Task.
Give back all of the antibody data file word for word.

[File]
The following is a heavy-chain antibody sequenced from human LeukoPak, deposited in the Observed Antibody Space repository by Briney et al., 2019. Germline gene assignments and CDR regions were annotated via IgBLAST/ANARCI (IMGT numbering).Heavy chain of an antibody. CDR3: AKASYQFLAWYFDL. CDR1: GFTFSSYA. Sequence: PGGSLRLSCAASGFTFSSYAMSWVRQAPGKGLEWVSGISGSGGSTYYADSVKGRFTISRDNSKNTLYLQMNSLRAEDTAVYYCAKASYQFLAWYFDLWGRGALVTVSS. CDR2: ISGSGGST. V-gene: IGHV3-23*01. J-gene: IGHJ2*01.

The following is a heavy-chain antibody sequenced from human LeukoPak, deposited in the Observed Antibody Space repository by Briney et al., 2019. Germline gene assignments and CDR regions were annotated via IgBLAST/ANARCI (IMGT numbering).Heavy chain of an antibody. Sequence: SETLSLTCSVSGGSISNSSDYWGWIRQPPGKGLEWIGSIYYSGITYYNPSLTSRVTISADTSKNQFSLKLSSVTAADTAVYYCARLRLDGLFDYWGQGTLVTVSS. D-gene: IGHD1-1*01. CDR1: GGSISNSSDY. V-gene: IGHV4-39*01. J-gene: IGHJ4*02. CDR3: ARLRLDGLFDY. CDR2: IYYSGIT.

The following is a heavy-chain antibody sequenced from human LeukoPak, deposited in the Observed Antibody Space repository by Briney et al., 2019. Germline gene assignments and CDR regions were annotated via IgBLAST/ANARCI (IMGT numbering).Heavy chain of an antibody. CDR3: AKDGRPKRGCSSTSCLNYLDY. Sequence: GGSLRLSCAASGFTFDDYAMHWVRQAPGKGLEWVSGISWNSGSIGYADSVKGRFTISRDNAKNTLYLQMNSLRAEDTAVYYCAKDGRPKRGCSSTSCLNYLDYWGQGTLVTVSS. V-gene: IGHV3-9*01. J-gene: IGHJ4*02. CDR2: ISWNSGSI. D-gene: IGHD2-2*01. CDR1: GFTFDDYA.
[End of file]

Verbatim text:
The following is a heavy-chain antibody sequenced from human LeukoPak, deposited in the Observed Antibody Space repository by Briney et al., 2019. Germline gene assignments and CDR regions were annotated via IgBLAST/ANARCI (IMGT numbering).Heavy chain of an antibody. CDR3: AKASYQFLAWYFDL. CDR1: GFTFSSYA. Sequence: PGGSLRLSCAASGFTFSSYAMSWVRQAPGKGLEWVSGISGSGGSTYYADSVKGRFTISRDNSKNTLYLQMNSLRAEDTAVYYCAKASYQFLAWYFDLWGRGALVTVSS. CDR2: ISGSGGST. V-gene: IGHV3-23*01. J-gene: IGHJ2*01.

The following is a heavy-chain antibody sequenced from human LeukoPak, deposited in the Observed Antibody Space repository by Briney et al., 2019. Germline gene assignments and CDR regions were annotated via IgBLAST/ANARCI (IMGT numbering).Heavy chain of an antibody. Sequence: SETLSLTCSVSGGSISNSSDYWGWIRQPPGKGLEWIGSIYYSGITYYNPSLTSRVTISADTSKNQFSLKLSSVTAADTAVYYCARLRLDGLFDYWGQGTLVTVSS. D-gene: IGHD1-1*01. CDR1: GGSISNSSDY. V-gene: IGHV4-39*01. J-gene: IGHJ4*02. CDR3: ARLRLDGLFDY. CDR2: IYYSGIT.

The following is a heavy-chain antibody sequenced from human LeukoPak, deposited in the Observed Antibody Space repository by Briney et al., 2019. Germline gene assignments and CDR regions were annotated via IgBLAST/ANARCI (IMGT numbering).Heavy chain of an antibody. CDR3: AKDGRPKRGCSSTSCLNYLDY. Sequence: GGSLRLSCAASGFTFDDYAMHWVRQAPGKGLEWVSGISWNSGSIGYADSVKGRFTISRDNAKNTLYLQMNSLRAEDTAVYYCAKDGRPKRGCSSTSCLNYLDYWGQGTLVTVSS. V-gene: IGHV3-9*01. J-gene: IGHJ4*02. CDR2: ISWNSGSI. D-gene: IGHD2-2*01. CDR1: GFTFDDYA.